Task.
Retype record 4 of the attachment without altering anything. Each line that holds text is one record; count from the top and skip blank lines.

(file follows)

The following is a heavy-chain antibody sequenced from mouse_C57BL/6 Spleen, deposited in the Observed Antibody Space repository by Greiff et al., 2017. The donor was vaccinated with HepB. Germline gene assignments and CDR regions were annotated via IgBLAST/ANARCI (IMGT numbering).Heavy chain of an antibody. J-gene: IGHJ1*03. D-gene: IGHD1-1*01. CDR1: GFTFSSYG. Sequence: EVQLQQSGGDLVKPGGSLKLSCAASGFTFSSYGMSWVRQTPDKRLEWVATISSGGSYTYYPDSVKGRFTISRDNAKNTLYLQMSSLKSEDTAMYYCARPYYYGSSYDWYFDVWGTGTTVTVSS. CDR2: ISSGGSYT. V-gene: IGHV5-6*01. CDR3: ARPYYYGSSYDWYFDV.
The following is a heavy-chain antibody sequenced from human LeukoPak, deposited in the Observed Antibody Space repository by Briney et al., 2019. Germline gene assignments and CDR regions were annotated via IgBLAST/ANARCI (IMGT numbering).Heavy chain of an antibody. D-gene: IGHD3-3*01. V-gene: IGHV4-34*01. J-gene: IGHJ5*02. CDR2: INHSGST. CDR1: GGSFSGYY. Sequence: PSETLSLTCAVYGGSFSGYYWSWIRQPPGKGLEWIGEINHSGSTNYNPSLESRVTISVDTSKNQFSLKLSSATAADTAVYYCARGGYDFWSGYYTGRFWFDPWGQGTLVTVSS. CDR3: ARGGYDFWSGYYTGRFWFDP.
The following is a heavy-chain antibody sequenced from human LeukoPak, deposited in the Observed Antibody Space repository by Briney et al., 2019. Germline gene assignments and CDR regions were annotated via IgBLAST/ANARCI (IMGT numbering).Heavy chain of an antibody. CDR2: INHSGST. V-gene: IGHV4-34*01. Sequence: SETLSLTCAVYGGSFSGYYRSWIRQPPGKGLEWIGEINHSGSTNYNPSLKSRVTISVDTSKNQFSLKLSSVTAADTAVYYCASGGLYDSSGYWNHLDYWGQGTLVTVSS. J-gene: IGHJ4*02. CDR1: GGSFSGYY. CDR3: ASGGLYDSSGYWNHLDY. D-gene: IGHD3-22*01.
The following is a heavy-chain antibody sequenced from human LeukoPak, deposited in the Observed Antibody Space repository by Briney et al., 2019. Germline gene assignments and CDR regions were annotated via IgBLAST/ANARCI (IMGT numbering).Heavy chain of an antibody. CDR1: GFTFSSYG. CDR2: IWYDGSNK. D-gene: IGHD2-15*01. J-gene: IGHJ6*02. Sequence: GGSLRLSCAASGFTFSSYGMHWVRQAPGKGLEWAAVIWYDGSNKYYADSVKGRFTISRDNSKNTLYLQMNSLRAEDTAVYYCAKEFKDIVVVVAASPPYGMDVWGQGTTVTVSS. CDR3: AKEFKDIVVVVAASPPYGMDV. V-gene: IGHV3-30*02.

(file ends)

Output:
The following is a heavy-chain antibody sequenced from human LeukoPak, deposited in the Observed Antibody Space repository by Briney et al., 2019. Germline gene assignments and CDR regions were annotated via IgBLAST/ANARCI (IMGT numbering).Heavy chain of an antibody. CDR1: GFTFSSYG. CDR2: IWYDGSNK. D-gene: IGHD2-15*01. J-gene: IGHJ6*02. Sequence: GGSLRLSCAASGFTFSSYGMHWVRQAPGKGLEWAAVIWYDGSNKYYADSVKGRFTISRDNSKNTLYLQMNSLRAEDTAVYYCAKEFKDIVVVVAASPPYGMDVWGQGTTVTVSS. CDR3: AKEFKDIVVVVAASPPYGMDV. V-gene: IGHV3-30*02.